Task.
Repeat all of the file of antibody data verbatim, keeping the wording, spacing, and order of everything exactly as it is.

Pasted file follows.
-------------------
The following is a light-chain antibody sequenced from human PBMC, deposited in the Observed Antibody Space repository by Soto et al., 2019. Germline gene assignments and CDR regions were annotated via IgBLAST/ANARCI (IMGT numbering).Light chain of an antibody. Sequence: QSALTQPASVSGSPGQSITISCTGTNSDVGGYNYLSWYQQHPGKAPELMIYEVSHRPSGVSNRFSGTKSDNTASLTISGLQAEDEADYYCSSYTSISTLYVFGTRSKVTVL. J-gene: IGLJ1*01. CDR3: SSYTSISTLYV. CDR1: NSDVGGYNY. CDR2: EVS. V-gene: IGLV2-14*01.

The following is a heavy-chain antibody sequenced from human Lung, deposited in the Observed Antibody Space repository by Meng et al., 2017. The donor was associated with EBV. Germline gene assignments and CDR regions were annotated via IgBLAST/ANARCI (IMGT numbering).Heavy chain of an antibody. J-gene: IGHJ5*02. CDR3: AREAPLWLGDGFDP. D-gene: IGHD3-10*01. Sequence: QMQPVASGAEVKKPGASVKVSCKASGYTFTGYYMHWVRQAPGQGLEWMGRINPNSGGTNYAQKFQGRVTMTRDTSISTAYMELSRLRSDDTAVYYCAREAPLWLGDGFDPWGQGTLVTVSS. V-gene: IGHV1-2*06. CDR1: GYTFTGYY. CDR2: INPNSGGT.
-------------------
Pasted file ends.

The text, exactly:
The following is a light-chain antibody sequenced from human PBMC, deposited in the Observed Antibody Space repository by Soto et al., 2019. Germline gene assignments and CDR regions were annotated via IgBLAST/ANARCI (IMGT numbering).Light chain of an antibody. Sequence: QSALTQPASVSGSPGQSITISCTGTNSDVGGYNYLSWYQQHPGKAPELMIYEVSHRPSGVSNRFSGTKSDNTASLTISGLQAEDEADYYCSSYTSISTLYVFGTRSKVTVL. J-gene: IGLJ1*01. CDR3: SSYTSISTLYV. CDR1: NSDVGGYNY. CDR2: EVS. V-gene: IGLV2-14*01.

The following is a heavy-chain antibody sequenced from human Lung, deposited in the Observed Antibody Space repository by Meng et al., 2017. The donor was associated with EBV. Germline gene assignments and CDR regions were annotated via IgBLAST/ANARCI (IMGT numbering).Heavy chain of an antibody. J-gene: IGHJ5*02. CDR3: AREAPLWLGDGFDP. D-gene: IGHD3-10*01. Sequence: QMQPVASGAEVKKPGASVKVSCKASGYTFTGYYMHWVRQAPGQGLEWMGRINPNSGGTNYAQKFQGRVTMTRDTSISTAYMELSRLRSDDTAVYYCAREAPLWLGDGFDPWGQGTLVTVSS. V-gene: IGHV1-2*06. CDR1: GYTFTGYY. CDR2: INPNSGGT.